Christmas Lights 101
We've got five things to consider before you deck your halls (or walls... or roof... you get it).
1. Figure out where you want your lights.Will you focus on a bright, straight roof line? Maybe turning that pine in your front yard into a giant Christmas tree? How about some glowing bushes?
According to a survey involving more than 2,500 consumers--cataloged in a report by Christmas Lights Etc. called Christmas Trends: Consumer Views of Christmas Lights, Trees & Decorating--most folks put up exterior lights on their porches (69 percent), outdoor trees (64 percent), bushes (62 percent), windows (56 percent), and roofs (52 percent).
Better Homes and Gardens Christmas Ideas Editor Ann Blevins had this advice if you're getting a tad overwhelmed, or have no idea where to start:
Start out small. If you're a Christmas lights novice, light just two or three items, such as trees or bushes, to serve as focal points. Add new displays each year.
2. Decide the style and type of lights you want.There's a great "buyer's guide" article on the DIY Network's website that details all the different shapes and sizes and types of Christmas lights. From the mini size to the massive G-series bulbs, there are a lot of different options.
The biggest question in recent years has been whether to buy lower-cost incandescent lights or the newer, more energy efficient LED lights.
John Riha of the DIY Network had this to say about the seemingly never-ending debate:
Actually, the debate is over. LEDs win in every measure except initial price: A string of LEDs costs about twice as much as same-sized incandescent bulbs. But because LEDs are so long-lasting, the price differential is erased after two to three years of use.
3. Figure out how many lights you need (or can afford).For the most part, this involves getting out the old measuring tape and figuring out the length of the areas you want lined with lights. Fortunately, once you get that, most lights come with their strand lengths on the box, as well as their bulb count. From there, you can decide how dense you want the lighting for the given space the strands will cover.
It can be trickier to know just how to prepare for irregular surfaces, such as trees or bushes. Lowes shared some good tips on their website in their Christmas Lights Buying Guide:
General rule: For heavy lighting, plan for around 200 mini Christmas tree lights per vertical foot-and-a-half of tree. If you prefer medium lighting, 100 mini lights per foot should be enough.
Slender trees will require the fewest number of lights.
Dense evergreen trees like pines, firs and spruces may require more lights. Consider using larger-size bulbs for these.
By wrapping bushes and shrubs with net or icicle lights, you'll cover a greater area with fewer strands--and less work.
When covering tree branches, use lights with 6-8 inches of spacing between bulbs so that you can wrap wires tightly.
4. Think ahead.According to the Christmas Trends: Consumer Views of Christmas Lights, Trees & Decorating report, 35 percent of Christmas consumers use their string lights year-round for different reasons. Maybe you'll keep that in mind during the selection process. Things like color, style, durability, energy use and more make a big difference when you're thinking about hanging your Christmas lights for mood lighting in, say, July.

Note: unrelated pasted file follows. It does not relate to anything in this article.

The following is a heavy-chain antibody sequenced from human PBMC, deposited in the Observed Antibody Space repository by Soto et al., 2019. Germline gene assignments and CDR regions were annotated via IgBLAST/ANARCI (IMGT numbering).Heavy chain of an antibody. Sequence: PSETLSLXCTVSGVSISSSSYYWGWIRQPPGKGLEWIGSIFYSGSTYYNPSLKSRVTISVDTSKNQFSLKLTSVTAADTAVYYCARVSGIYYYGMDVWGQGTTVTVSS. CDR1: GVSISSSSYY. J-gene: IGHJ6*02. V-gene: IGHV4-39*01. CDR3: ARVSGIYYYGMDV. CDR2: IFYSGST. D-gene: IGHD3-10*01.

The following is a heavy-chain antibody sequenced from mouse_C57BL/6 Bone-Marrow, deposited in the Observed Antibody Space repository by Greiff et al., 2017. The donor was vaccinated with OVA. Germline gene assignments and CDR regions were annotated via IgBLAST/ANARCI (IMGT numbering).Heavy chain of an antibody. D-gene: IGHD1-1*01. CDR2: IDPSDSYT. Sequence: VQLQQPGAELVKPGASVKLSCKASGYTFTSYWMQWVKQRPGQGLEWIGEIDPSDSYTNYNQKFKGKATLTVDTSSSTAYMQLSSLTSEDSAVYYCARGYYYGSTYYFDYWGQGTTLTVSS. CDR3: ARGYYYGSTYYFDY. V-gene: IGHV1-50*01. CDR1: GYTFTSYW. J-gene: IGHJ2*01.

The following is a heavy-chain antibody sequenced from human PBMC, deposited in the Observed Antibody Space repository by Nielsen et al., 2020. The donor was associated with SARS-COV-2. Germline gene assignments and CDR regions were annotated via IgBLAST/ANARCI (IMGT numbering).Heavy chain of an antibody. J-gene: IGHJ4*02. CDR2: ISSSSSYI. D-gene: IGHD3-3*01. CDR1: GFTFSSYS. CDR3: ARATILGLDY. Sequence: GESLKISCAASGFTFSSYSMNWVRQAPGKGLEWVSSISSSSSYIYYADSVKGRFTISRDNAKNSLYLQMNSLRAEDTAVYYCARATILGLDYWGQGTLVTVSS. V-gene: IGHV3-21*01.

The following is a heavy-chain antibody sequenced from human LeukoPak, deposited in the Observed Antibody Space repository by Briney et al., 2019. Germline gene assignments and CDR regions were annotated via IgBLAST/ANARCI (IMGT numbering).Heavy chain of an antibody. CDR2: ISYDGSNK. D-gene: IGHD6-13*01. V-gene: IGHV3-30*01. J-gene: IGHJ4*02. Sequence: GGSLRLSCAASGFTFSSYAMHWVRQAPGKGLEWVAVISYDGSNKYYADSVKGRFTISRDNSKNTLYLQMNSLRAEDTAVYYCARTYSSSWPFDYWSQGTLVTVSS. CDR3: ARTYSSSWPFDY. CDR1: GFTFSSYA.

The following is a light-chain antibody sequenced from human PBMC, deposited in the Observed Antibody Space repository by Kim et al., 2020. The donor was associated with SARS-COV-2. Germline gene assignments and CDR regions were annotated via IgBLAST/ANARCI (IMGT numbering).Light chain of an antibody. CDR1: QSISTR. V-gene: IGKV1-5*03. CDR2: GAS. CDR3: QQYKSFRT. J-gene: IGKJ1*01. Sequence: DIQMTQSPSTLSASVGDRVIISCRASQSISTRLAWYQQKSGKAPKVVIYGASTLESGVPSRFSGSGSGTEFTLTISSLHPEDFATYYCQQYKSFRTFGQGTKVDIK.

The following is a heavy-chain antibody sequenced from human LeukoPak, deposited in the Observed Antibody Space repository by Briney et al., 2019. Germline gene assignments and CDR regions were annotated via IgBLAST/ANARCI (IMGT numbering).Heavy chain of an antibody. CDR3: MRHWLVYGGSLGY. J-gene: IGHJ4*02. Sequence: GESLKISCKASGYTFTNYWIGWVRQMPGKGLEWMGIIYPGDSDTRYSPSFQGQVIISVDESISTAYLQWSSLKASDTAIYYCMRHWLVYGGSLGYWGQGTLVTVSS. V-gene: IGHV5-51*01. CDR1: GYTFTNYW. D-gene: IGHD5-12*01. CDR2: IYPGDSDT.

Also, you might want to plan out just how long you'll want those lights up. Do you want to make sure they're illuminating your neighborhood from Black Friday to mid-January? Are you kicking around just leaving them up forever? You might want to check with your homeowners association to see if that's kosher, not to mention the general negative feelings associated with Christmas decor that's overstayed its welcome. (Wayfair names post-seasonal decorations one of its "5 Home Faux Pas that Embarrass the Neighbors.")
Assuming you're going to remove your lights, how are you going to store them?
BobVila.com has some ideas. An article by LuAnn Brandsen suggests:
Store holiday lights properly and you'll both preserve their life and avoid a tangled mess. Make sure outdoor lights are allowed to dry and store in a dry area without temperature extremes.
You can purchase spools and reels designed specifically to store holiday lights or use sturdy cardboard squares or tubes. Cut a slit in one end to hold the plug, then wrap without overlapping. Or loosely loop each strand and place in individual plastic bags.
Finally, take a few minutes to label each strand with electrical tape noting where it was used, and you'll make next year's decorating even easier.
5. Get some professional help.Look, hanging lights (and taking them down) is a dangerous undertaking. We've gone into great detail on all of the pitfalls and hangups that can take place while covering your home in a glorious blanket of Christmas cheer.
After doing all the work of picking lights, styles, timeframe and the works, it only makes sense to turn over the dangerous parts to professionals, like us. North Texas Lawns loves making home and yards beautiful, and we get to do that during the holidays by providing expert Christmas light-hanging that meets your expectations. Call us or fill out the form on the website to get a free quote today!
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